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Food

This Innovative App Spreads Good Food Karma

The problem of food waste made headlines last month with the release of a study that found that about one third of all food is wasted, and that amount is projected to grow by another third by 2030.

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Food Waste Set to Increase by 33 Percent Within 10 Years

Every year, one third of all food produced is wasted, according to a major new study published by the Boston Consulting Group (BCG).

1.6 billion tons of food worth around $1.2 trillion are lost or wasted every year, the study found, and the problem is only getting worse. By 2030, food waste will increase to 2.1 billion tons, worth around $1.5 trillion, BCG estimated.

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A worker inspects recycled plastic in a plastics factory. Getty Images

The Plastic Waste Crisis Is an Opportunity to Get Serious About Recycling

By Kate O'Neill

A global plastic waste crisis is building, with major implications for health and the environment. Under its so-called "National Sword" policy, China has sharply reduced imports of foreign scrap materials. As a result, piles of plastic waste are building up in ports and recycling facilities across the U.S.

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Food

Toronto's Pay-What-You-Can Grocery Store Feeds the Hungry, Not the Landfill

The Feed It Forward Grocery Store—Toronto's first pay-what-you-can food market, bakery and cafe—lets customers pay only what they can afford.

The store, located on 3324 Dundas St. West, opened earlier this month thanks to the efforts of chef Jagger Gordon and his team of volunteers.

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Food
Vegetables in Whole Foods Market. Masahiro Ihara / CC BY 2.0

Food's Environmental Impact Varies Greatly Between Producers

By Jason Daley

There's no way around it—everything in the grocery store, from nuts and kale to beef and apples, has an environmental impact. Fertilizer causes water pollution, farm fields can encroach on habitat, and a lot of carbon gets released when food is transported from one place to another. But it turns out not every stalk of broccoli or pound of Gouda has the same ecological footprint. A new study of food systems in the journal Science shows the same items sitting next to each other on the shelf can have radically different impacts.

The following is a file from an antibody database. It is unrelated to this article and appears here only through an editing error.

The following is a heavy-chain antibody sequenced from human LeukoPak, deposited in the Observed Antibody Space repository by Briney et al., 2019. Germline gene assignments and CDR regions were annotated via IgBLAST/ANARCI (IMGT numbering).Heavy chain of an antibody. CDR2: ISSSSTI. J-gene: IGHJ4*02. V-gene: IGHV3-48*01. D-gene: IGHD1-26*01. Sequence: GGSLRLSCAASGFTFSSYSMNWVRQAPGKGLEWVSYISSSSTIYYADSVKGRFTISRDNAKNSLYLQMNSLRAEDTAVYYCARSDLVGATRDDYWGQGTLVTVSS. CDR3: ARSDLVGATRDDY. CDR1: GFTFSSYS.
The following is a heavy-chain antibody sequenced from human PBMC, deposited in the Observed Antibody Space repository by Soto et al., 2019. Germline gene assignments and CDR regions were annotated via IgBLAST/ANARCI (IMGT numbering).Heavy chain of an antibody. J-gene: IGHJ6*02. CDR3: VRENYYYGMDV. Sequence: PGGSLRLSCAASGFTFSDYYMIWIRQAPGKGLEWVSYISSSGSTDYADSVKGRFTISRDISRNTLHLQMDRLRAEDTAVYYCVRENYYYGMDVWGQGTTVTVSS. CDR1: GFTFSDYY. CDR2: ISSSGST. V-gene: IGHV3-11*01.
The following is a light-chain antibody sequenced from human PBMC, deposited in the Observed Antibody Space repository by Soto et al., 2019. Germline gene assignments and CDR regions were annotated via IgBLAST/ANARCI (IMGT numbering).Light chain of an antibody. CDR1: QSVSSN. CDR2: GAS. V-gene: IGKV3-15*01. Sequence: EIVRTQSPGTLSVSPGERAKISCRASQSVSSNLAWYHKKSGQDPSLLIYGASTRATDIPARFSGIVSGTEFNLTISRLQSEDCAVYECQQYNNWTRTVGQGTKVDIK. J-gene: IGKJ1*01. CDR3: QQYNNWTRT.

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A Ghanaian Chef Feeding His Country and Combating Food Waste

Ghanaian chef Elijah Amoo Addo is on a mission to feed his nation on the excesses the food industry creates. Since 2012, he has been collecting unwanted stock or food nearing its use-by date from suppliers, farmers and restaurants in Ghana to redistribute to orphanages, hospitals, schools and vulnerable communities through his not-for-profit organization Food for All Africa. They provide meals through a Share Your Breakfast program in addition to donating stock to be used later. The organization supports and encourages communities to farm and works with stakeholders within Ghana's food industry on ways to combat waste.

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Business

Sustainable Fashion Innovator Makes Fiber From Pineapple Leaves

In 1960, 97 percent of the fibers used in clothing came from natural materials. Today that number has fallen to 35 percent. But sustainable fashion veteran Isaac Nichelson wants to reverse that trend.

His company, Circular Systems S.P.C. (Social Purpose Corp.), has developed an innovative technology for turning food waste into thread, according to a Fast Company profile published Friday.

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Rebecca Murphey / Flickr / CC BY 2.0

Solution: How to Build a Three-Bin Compost System

By Anita B. Stone

Compost—there never seems to be enough. And if you keep adding material to a single heap, the stuff is never really finished. The solution? A three-bin compost system.

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Food
Indie Ecology / Instagram

Table-to-Farm-to-Table: Startup Grows Food for Restaurants With Kitchen Leftovers

Food, as we know, is a terrible thing to waste. Roughly one third of the food produced in the world for human consumption gets lost or wasted every year. But what if we could use food waste to create more food?

That's the elegantly full-circle idea behind Indie Ecology, a West Sussex food waste farm that collects leftovers from some of London's best restaurants and turns it into compost. The nutrient-rich matter is then used to grow high quality produce for the chefs to cook with. Call it table-to-farm-to-table—and again and again.

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